Guatemala, the Greatest Archeological Site in the Western Hemisphere
The largest city and Capital of Guatemala is Guatemala City. The citizens are primarily of Mestizo or Spanish descendents and currently number in the seven millions. There are several aboriginal populations in and around the city as well and small enclaves of Jewish, German, Argentinean, Korean and other immigrants add to the cities diverse population.
Built on Kaminalijuyu, an ancient Mayan city, the cities actually dates back some 9000 years. Considered to be one of the greatest archeological sites in the western hemisphere, the city grew up around the es ancient ruins. Sadly, some of this development took place before the government instituted policies protecting these important sites and several temples, burial mounds and other treasures are now freeways. In its early history, Guatemala was a small Spanish town which contained a monastery. Founded in 1629, El Carmen was destroyed by the earthquake of 1773 along with much of the countryside. In 1775, King Charles of Spain officially named the city as the capital.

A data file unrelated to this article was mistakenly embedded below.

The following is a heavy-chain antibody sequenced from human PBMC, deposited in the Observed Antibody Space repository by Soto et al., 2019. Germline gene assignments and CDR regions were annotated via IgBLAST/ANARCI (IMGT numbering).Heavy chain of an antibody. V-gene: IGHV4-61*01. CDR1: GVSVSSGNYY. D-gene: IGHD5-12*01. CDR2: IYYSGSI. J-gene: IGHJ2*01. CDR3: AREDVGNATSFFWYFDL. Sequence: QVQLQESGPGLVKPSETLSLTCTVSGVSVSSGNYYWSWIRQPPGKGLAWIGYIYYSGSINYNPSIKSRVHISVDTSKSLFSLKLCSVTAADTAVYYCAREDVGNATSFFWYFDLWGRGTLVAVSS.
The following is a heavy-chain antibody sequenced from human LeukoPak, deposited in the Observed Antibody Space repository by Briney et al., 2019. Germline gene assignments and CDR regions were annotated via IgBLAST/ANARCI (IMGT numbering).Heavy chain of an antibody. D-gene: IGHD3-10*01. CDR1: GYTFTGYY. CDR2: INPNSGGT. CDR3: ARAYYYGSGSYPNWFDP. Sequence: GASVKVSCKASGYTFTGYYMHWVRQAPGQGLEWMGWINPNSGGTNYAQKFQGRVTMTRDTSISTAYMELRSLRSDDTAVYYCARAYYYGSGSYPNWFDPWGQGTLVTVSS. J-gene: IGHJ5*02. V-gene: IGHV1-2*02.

Today, the city is not only the capital of the country; it is also the economic and cultural center. It is the main point of entry for the country and is home to La Aurora International Airport, the countries biggest airport.
With many collections of art, mostly pre-Columbian and the many archeological treasures located in and around the city, Guatemala is a favored place for tourists with a special interest in pre-Colombian history.
The city is especially interesting because of tits structure. Rigidly divided into 25 zones by the urban planners, each zone has its own street – meaning that a street in zone 1 just doesn’t exist in zone 2 -25. This makes finding addresses especially easy. Most visitors are sure to want to stop and see Zone one – the historic zone
Guatemala is a excellent ample of cities built upon ancient towns and is a treasure of history.